Classical music can inspire us in many ways: the orchestral majesty of a Mahler symphony, the colorful impressions of a Debussy or Ravel string quartet, the Baroque vigor of a Bach cantata or solo violin or ‘cello suite, the incantations of a Wagner Ring opera, the intimate communication of a vocal soloist with a sensitive pianist, or a French toccata played on a grand pipe organ, among others. Before any of these existed, however, the human voice made the first music and has continued to be a unique expression of the human spirit. Such it was as the Gothic acoustic of Duke Chapel was awakened by the twenty-four voices of the Estonian Philharmonic Chamber Choir in a program presented by Duke Performances.


Chief Conductor Daniel Reuss directs this group with efficient, clear gestures, shaping vocal lines of simple beauty not unlike the ribbed vaulting which adorns the Chapel’s ceiling. While the program was not wide in scope, with music by composers born in 1833 (Johannes Brahms), 1873 (Rudolf Tobias), 1934 (Alfred Schnittke), and 1935 (Arvo Pärt), the Choir’s attention to dynamics and shading provided variety enough.


The program’s first half was dominated by music of Brahms, whose Op. 74/1 (Warum ist das Licht gegeben den Mühseligen?) motet and Op. 104 (Fünf Gesänge) framed three works by Estonian composer Rudolf Tobias. The Brahms motet set the evening’s tone with its opening measures, as the forte “Warum?” (“Why?) and its answering piano echoing the same question joined the choral sonorities with the Chapel’s reverberant space. This is Brahms at his most chromatic; no farther than twelve bars into the motet’s first (of four) movements, we hear as many as nine accidentals (notes altered from the basic key of the work) in seven consecutive measures. This can make for difficult intonation problems, but the Estonians had none. From the gravity of the opening movement through the lilting faster tempo of the second movement (“Let us lift up our heart”) and the serenity of the quiet and slow third movement (“Behold, we count them happy which endure”), to the concluding chorale (Martin Luther’s German version of the Nunc dimittis canticle), the Choir obeyed the Biblical instruction to sing “with the spirit and with the understanding also.” (If one wants to understand the difference between the harmonic language of J.S.Bach and Brahms, this closing chorale is a good starting place.)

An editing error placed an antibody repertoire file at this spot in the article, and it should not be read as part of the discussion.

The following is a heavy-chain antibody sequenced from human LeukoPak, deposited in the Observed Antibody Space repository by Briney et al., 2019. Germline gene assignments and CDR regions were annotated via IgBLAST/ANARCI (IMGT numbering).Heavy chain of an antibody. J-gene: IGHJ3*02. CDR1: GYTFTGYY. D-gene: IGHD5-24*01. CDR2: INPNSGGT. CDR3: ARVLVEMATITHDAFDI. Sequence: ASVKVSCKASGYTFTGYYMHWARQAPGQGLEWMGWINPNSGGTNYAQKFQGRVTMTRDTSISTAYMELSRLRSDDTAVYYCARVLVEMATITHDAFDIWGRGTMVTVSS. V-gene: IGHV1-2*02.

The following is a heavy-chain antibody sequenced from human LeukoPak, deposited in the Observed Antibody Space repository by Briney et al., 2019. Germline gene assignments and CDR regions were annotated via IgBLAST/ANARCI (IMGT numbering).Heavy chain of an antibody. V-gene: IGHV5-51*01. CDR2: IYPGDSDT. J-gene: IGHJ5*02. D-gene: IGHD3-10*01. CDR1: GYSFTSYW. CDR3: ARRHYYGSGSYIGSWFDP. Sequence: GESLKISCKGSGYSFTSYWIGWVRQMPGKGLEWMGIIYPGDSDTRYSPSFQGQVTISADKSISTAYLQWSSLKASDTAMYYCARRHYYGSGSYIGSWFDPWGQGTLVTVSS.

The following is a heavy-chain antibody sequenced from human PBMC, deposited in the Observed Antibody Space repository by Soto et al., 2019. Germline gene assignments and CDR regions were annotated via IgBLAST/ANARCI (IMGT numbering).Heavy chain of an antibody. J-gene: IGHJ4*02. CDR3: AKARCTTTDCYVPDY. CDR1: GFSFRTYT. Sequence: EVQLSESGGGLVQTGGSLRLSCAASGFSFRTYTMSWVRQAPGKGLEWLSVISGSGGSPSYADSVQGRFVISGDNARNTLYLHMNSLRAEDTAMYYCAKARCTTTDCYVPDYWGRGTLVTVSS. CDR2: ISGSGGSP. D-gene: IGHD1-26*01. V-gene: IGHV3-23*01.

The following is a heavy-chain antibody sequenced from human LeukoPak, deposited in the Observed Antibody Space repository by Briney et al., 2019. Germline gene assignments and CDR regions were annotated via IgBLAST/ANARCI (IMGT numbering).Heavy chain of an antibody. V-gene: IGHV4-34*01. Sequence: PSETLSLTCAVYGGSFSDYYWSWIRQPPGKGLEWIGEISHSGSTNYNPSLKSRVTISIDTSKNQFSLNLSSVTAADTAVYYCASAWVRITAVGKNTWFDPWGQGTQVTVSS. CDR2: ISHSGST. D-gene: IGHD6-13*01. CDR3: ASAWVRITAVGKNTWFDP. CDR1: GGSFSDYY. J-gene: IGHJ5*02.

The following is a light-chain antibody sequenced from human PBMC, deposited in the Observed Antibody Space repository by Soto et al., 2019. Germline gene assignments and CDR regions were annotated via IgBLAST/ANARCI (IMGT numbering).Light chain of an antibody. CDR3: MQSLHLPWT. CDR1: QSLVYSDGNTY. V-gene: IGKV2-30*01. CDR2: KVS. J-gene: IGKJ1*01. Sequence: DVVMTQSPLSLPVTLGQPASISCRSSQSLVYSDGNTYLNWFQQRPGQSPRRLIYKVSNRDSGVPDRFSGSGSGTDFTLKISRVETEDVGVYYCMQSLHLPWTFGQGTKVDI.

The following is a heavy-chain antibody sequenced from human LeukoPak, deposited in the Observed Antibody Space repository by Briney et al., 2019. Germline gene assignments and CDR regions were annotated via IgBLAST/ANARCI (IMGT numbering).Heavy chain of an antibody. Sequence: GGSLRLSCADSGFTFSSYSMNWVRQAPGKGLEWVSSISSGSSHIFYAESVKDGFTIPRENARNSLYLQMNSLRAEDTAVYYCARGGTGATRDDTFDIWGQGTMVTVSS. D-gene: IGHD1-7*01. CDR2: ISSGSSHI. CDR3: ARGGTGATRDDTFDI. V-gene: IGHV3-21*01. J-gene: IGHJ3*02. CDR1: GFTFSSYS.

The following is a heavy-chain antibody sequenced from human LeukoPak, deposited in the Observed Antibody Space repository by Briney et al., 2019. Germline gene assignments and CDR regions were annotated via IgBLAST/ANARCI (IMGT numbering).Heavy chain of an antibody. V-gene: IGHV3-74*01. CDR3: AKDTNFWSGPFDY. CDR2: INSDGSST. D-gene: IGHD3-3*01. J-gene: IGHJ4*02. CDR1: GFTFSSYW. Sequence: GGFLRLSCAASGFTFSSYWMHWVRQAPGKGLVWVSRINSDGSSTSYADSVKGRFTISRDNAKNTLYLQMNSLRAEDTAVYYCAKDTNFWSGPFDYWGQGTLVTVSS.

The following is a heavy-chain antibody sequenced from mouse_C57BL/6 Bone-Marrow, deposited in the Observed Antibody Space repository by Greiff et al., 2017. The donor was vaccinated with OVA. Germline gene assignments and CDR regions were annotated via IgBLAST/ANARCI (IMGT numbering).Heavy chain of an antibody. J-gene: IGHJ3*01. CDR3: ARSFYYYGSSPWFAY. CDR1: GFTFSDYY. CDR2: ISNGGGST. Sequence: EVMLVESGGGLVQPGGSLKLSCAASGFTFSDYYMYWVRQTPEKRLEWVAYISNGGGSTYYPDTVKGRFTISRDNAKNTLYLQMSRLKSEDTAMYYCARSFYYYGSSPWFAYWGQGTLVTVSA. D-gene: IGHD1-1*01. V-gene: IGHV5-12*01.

Three 1915 works by Tobias illustrated the dense chromaticism and polyphony which place this lesser-known composer clearly in the line of German Romanticism. Of the three works (“Kleine Karfreitagsmotette,” “Vivit!,” and “Ascendit in coelum”), the latter made the strongest impression, as well as providing a link between Tobias’ works and the Brahms works: part of its text, “Denn wir haaben hier keine bleibende Stadt…” (“For we have here no continuing city…”) was set by Brahms in his German Requiem some forty-seven years before Tobias’ setting.


The first half concluded with Brahms’ Five Songs. Dating from 1889, the same year as his third violin sonata, these are settings of secular poems. The music reflects the Romantic era’s poetry in its colors and moods, with the fourth song, “Verlorene Jugend” (“Lost Youth”) brightening the group with the vivacious rhythms of its four stanzas.


After intermission, the Choir brought music by Estonian composer Arvo Pärt and Russian composer Alfred Schnittke. The latter’s Three Sacred Hymns, dating from 1983, have a harmonic structure which is not unlike that of Pärt’s music, making one wonder if the Russian influence over Estonia extended to musical styles. The main interest, however, centered on Pärt’s ground-breaking compositional forays into new territory. The audience was enraptured by his Slavonic Psalms (1984/1997), “Magnificat” (1989), “Da pacem Domine” (2006) and “Dopo la vittoria” (1996). Listening to this music is akin to time travel back to the Mediaeval world combined with Renaissance sonorities with an overlay of modern thought. Some compositions end without harmonic resolution, leaving the listener suspended in time (Psalm 131 and “Magnificat”), but that may be Pärt’s interpretation of the texts, which end with on-going hope and praise; in “Da pacem,” which ends with the text “only you, our God,” the composer writes a closing harmonic cadence, closing this textual thought. Similar textual emphasis appears in “Dopo la vittoria,” where the chorus sings the word “Signore” (“Lord”) in unison, amidst the otherwise polyphonic texture. You can hear many of these compositions, sung by this Choir, on YouTube; they are worth listening to many times over.


Responding to the audience’s ovations, the Choir finally sang in their native language, with conductor Reuss standing aside to let the singers offer more Estonian music as beautiful as the choral sonorities with which it was framed.